The guiding principles of the Nonesuch Press were quality, craftsmanship and lasting value. I don't know that anyone made much money from the enterprise, at least in its earliest incarnations. It produced a total of 140 titles, all designed on a small hand-press, though these designs were eventually reproduced commercially using the services of more modern printers. Among the glories of Nonesuch, are editions of English classics by poets and essayists as diverse as Donne and William Hazlitt. I own a few of these, including both just mentioned, and they rank among my favorite books. They are handsome, fat little books; attractively bound and printed, beautifully edited, and now, at least in their original editions, highly collectible. (Mine are mostly later printings, but no less attractive for that.) When I compare, for instance, my Nonesuch Hazlitt: Collected Essays to any of the other editions I own, it is worth noting that while at least one the older collections is more comprehensive, it is hideously printed, in minute, wandering type that tends to drift from page to page; first angling up to the left, and then a page later, down to the right. As to later collections, including the only available paperback edition now in print, from Oxford University Press, and the two weighty volumes I acquired just this year of Hazlitt's uncollected work, edited by Duncan Wu, these tend to be so crowded with notes and academic trappings as to be impractical for the common reader, either because of the weight of the books, and the length of the annotations, in the case of Professor Wu, or the tragic abridgements and emendations in the Oxford paperback. My Nonesuch, on the other hand are entirely portable and practical copies, as well as tough old darlings. My Hazlitt was printed in 1930, and with the exception of a few chips to the dustjacket, is as sturdy and attractive today as it was eighty years ago!
All of which, Santa, finally brings me back to the Nonesuch Dickens, and my deep disappointment upon learning that the promised three volume set will not be coming this Christmas. I've been buying these books as they've come out, and the prospect of these three was particularly welcome. I like reading in The Pickwick Papers this time of year, and spending an evening or two, at the Holidays, at Dingley Dell. The Old Curiosity Shop and Our Mutual Friend would be no less welcome. It's true that I already own other editions of all these, but the Nonesuch Dickens, even in these most recent reprints, are far and away the most beautiful and well made of all the Dickens books I own. Arthur Waugh, father of Evelyn, -- there's that business of English family ties coming back again! -- was himself an influential critic who wrote a famous essay on Dickens and his illustrators for the Nonesuch Dickens Retrospectus And Prospectus, said there was no better edition of Dickens. Waugh was right. It is widely held that the original edition was the crowning achievement of the Nonesuch Press. A complete set of that original edition goes for more money nowadays than I will ever be able to afford. Imagine then, my excitement in seeing these books so handsomely reprinted! Only in the Nonesuch are all the original illustrations both in the right places and perfectly reproduced. None of my other Dickens is so handsome or easy to read. (True, these novels might be better to handle if each was made, as they original seem to have been printed, in multiple volumes when necessary, as the Nonesuch can be a bit unwieldy, but that is a minor point when reading at home.) And now, I'm not to have these latest volumes for another year?!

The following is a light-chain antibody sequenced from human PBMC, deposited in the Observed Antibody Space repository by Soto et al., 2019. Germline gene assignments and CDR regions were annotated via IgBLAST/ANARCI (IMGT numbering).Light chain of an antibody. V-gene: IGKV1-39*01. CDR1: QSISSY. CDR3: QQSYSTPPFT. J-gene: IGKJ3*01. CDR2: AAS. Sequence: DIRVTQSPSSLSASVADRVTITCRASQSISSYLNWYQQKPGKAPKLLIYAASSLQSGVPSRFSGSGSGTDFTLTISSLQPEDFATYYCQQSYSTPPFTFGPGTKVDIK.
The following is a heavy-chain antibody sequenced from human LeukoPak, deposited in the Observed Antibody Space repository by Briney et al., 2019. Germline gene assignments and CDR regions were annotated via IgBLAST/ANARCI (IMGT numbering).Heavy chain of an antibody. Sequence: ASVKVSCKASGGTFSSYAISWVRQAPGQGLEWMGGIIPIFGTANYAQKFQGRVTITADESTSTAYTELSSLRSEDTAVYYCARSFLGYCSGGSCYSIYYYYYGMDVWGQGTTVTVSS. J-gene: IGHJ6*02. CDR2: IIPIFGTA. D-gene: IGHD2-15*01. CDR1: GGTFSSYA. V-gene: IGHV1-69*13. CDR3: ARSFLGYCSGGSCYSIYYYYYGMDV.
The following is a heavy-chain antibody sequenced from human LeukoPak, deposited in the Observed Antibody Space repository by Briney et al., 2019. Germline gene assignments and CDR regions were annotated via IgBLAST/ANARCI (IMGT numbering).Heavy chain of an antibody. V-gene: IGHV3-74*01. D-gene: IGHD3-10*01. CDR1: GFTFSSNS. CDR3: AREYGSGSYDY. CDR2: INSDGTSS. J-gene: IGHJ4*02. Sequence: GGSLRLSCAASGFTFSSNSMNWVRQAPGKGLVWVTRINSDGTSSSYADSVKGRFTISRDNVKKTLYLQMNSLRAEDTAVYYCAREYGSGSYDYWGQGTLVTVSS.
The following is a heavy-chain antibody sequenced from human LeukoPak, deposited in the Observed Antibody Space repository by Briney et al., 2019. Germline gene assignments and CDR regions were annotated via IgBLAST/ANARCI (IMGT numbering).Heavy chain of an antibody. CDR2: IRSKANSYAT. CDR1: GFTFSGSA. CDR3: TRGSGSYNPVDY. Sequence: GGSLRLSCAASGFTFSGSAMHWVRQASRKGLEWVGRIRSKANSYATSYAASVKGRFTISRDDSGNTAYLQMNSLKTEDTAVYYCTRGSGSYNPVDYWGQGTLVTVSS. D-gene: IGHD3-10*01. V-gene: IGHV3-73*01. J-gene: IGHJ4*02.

I do realize how childish this must sound to a saint, and how selfish, but I am genuinely disappointed almost more than I can say by this development. Anything you can do to encourage the responsible parties at Overlook Press to reconsider this decision would be very much appreciated. Failing that, Santa, would you please see that whoever it was who cocked this up gets nothing but coal this Christmas?
For the time being then, I remain